Gender Personal Will Be Featured at
International Gender Conference in August

Gender Personal will have a featured presence at this year’s Gender Odyssey Conference, held at the Washington State Convention Center, Seattle, August 15-17, 2014.

Aidan Key speaks at Gender Personal opening, Kirkland Arts Center in June 2014

Aidan Key, founder and director of the annual Gender Odyssey Conference, shown with Jacqui Beck at the Gender Personal exhibit opening, Kirkland Arts Center, last June. Photo: Marc Hoffman

Gender Odyssey is an international conference focused on the needs and interests of transgender and gender-nonconforming people.

Aidan Key, founder and director of Gender Odyssey and a prominent figure in the trans* community, has also been a source of steady support for Jacqui Beck and her Gender Personal project, including inviting her to exhibit and talk about the project at this year’s convention.  After Jacqui interviewed him for Gender Personal, Aidan remarked, “When I saw what Jacqui created, I was deeply moved. She received all that I’d shared, and shaped it into a full garden of paintings and poems.”

20100825_Whether_172x172GENDEREVOLUTION: Art at Gender Odyssey 2014

Throughout the 3-day conference, paintings and poetry from Gender Personal, as well as the work of photographers Anselm Skogstad and Kris Lyseggen (The Women of San Quentin), will comprise the art exhibit GENDEREVOLUTION. Through their separate work, Beck (genderpersonal.org), Skogstad (anselmskogstad.com), and Lyseggen (http://www.krislyseggen.com/) take us to a place of deep contemplation of what it is to be gender variant. With their unique and personal views, they bring to the Gender Odyssey conference an opportunity to celebrate and enjoy the variety of human expression and experience of this very important aspect of life.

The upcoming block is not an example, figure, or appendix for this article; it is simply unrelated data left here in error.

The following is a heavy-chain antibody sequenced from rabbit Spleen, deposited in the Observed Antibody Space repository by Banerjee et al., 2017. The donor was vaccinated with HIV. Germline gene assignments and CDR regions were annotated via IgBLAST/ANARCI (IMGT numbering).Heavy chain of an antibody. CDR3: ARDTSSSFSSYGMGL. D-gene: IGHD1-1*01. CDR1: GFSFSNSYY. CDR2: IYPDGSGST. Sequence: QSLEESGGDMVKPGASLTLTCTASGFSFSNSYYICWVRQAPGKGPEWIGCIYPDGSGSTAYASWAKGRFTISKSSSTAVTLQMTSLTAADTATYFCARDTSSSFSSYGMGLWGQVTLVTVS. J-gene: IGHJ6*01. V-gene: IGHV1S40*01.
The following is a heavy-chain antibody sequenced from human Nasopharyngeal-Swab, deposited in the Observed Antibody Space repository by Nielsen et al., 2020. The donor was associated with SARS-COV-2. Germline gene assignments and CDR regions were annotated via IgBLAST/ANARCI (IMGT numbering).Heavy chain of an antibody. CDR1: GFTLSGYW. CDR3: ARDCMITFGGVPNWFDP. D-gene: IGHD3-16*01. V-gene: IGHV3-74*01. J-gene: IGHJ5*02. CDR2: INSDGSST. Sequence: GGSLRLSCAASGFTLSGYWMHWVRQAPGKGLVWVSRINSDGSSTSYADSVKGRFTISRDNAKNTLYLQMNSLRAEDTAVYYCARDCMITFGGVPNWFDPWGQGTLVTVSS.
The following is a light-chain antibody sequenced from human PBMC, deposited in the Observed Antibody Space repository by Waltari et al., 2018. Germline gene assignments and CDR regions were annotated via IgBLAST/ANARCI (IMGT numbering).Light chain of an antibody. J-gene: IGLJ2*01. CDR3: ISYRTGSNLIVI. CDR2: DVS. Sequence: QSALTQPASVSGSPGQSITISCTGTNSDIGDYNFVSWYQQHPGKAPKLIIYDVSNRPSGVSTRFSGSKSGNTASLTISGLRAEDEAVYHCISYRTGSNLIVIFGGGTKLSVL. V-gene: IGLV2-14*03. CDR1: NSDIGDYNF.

WHEN:
Throughout the 3-day conference
LOCATION: Washington State Convention Center, 800 Convention Place, Seattle, 6th floor, east and west hallways
ADMISSION: Free, but those not registered for the conference are requested to view the exhibit Friday Aug. 15, 7-10 pm, or Saturday prior to or following the 12:45-2:15 presentation. To set up special viewings, contact Jacqui Beck: jacqui@jacquibeck.com, 206-325-7267.

Reception and cocktail party for the Genderevolution Art Exhibit at Gender Odyssey

Genderevolution Reception and Cocktail Party. Click image for details.

Reception & Cocktail Party

A reception for the GENDEREVOLUTION: Art at Gender Odyssey 2014 will be held Friday night. Hors d’oeuvres will be provided by Ingersoll Gender Center and Framesmith. There will be a no-host bar. Admission is free.
WHEN:
Friday, August 15, 7-10 pm
LOCATION: Convention Center Rm. 607
ADMISSION: Free!

Artist Jacqui BeckArtist’s Presentation

Jacqui will be giving a presentation about the Gender Personal project. This is an opportunity to hear audio excerpts from the interviews, accompanied by slides of Jacqui’s artwork and photographs by Richard Nichol and Marc Hoffman. The presentation will include an open discussion. General public welcome.